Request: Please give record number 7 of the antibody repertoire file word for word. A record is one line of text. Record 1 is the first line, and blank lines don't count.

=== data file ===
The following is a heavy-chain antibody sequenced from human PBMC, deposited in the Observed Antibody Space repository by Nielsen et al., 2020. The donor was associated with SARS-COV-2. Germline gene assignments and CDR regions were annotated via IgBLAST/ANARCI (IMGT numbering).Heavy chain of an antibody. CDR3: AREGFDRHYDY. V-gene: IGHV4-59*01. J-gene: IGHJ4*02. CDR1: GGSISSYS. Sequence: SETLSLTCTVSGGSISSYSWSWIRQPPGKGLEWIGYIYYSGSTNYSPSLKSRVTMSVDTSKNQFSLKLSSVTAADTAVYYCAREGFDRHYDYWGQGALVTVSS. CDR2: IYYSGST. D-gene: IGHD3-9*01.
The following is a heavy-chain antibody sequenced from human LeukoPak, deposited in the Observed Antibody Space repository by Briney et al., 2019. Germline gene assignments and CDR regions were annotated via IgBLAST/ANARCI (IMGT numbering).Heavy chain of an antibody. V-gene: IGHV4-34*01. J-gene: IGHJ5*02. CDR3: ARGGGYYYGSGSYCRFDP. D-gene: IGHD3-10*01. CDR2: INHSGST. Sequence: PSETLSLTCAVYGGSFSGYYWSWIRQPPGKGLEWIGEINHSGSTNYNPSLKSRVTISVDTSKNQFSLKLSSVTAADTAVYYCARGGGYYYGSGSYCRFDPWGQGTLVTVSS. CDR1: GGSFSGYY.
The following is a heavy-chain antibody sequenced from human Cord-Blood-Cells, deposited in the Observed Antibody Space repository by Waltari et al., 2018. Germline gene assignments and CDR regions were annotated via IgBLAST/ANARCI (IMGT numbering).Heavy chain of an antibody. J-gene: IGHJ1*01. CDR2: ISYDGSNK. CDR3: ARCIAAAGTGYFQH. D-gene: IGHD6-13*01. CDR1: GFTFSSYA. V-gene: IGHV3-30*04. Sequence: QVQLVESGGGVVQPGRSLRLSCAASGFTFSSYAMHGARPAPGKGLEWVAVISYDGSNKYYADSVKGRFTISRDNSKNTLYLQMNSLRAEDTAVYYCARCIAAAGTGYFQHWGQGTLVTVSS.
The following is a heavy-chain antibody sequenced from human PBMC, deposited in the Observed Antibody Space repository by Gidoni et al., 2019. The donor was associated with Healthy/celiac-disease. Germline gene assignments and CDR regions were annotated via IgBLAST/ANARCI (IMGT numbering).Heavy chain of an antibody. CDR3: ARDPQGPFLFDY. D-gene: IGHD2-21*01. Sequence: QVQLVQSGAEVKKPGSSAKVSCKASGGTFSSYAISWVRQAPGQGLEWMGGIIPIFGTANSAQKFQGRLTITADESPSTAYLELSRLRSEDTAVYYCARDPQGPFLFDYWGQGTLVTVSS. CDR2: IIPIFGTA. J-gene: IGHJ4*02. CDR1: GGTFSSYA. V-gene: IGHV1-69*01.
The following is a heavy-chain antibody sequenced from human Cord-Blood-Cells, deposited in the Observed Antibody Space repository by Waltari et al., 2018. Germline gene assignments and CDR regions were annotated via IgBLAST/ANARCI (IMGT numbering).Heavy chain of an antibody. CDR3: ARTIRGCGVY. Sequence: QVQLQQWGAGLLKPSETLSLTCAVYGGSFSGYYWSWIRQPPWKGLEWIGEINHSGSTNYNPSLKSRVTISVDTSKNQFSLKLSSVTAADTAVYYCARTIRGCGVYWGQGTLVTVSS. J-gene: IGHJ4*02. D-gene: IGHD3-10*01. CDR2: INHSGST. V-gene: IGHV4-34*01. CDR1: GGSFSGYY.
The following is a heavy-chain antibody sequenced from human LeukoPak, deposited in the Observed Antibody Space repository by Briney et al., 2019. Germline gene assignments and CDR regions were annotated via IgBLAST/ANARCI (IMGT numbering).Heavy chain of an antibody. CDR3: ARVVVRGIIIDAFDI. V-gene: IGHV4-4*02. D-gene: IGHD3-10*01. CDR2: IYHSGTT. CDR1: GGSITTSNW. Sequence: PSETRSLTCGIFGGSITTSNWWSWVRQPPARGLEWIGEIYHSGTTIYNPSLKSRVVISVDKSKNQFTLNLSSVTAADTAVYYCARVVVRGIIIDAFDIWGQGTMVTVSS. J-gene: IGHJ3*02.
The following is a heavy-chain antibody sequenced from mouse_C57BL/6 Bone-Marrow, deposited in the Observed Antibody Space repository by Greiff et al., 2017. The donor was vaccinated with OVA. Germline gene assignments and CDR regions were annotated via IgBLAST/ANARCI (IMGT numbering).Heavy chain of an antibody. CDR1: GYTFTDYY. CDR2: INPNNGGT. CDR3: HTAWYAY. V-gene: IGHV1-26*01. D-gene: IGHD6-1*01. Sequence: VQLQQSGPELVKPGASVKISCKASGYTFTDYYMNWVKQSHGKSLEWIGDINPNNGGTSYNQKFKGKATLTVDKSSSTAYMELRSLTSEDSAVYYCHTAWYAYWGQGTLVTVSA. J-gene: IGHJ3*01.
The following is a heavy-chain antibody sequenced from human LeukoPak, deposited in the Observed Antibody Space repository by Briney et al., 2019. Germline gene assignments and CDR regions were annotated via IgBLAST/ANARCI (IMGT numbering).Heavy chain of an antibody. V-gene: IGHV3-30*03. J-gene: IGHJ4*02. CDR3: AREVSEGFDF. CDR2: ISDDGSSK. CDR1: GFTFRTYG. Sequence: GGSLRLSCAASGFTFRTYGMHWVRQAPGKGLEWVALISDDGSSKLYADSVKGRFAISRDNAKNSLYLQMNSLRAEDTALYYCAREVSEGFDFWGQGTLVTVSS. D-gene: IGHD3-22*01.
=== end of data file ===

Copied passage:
The following is a heavy-chain antibody sequenced from mouse_C57BL/6 Bone-Marrow, deposited in the Observed Antibody Space repository by Greiff et al., 2017. The donor was vaccinated with OVA. Germline gene assignments and CDR regions were annotated via IgBLAST/ANARCI (IMGT numbering).Heavy chain of an antibody. CDR1: GYTFTDYY. CDR2: INPNNGGT. CDR3: HTAWYAY. V-gene: IGHV1-26*01. D-gene: IGHD6-1*01. Sequence: VQLQQSGPELVKPGASVKISCKASGYTFTDYYMNWVKQSHGKSLEWIGDINPNNGGTSYNQKFKGKATLTVDKSSSTAYMELRSLTSEDSAVYYCHTAWYAYWGQGTLVTVSA. J-gene: IGHJ3*01.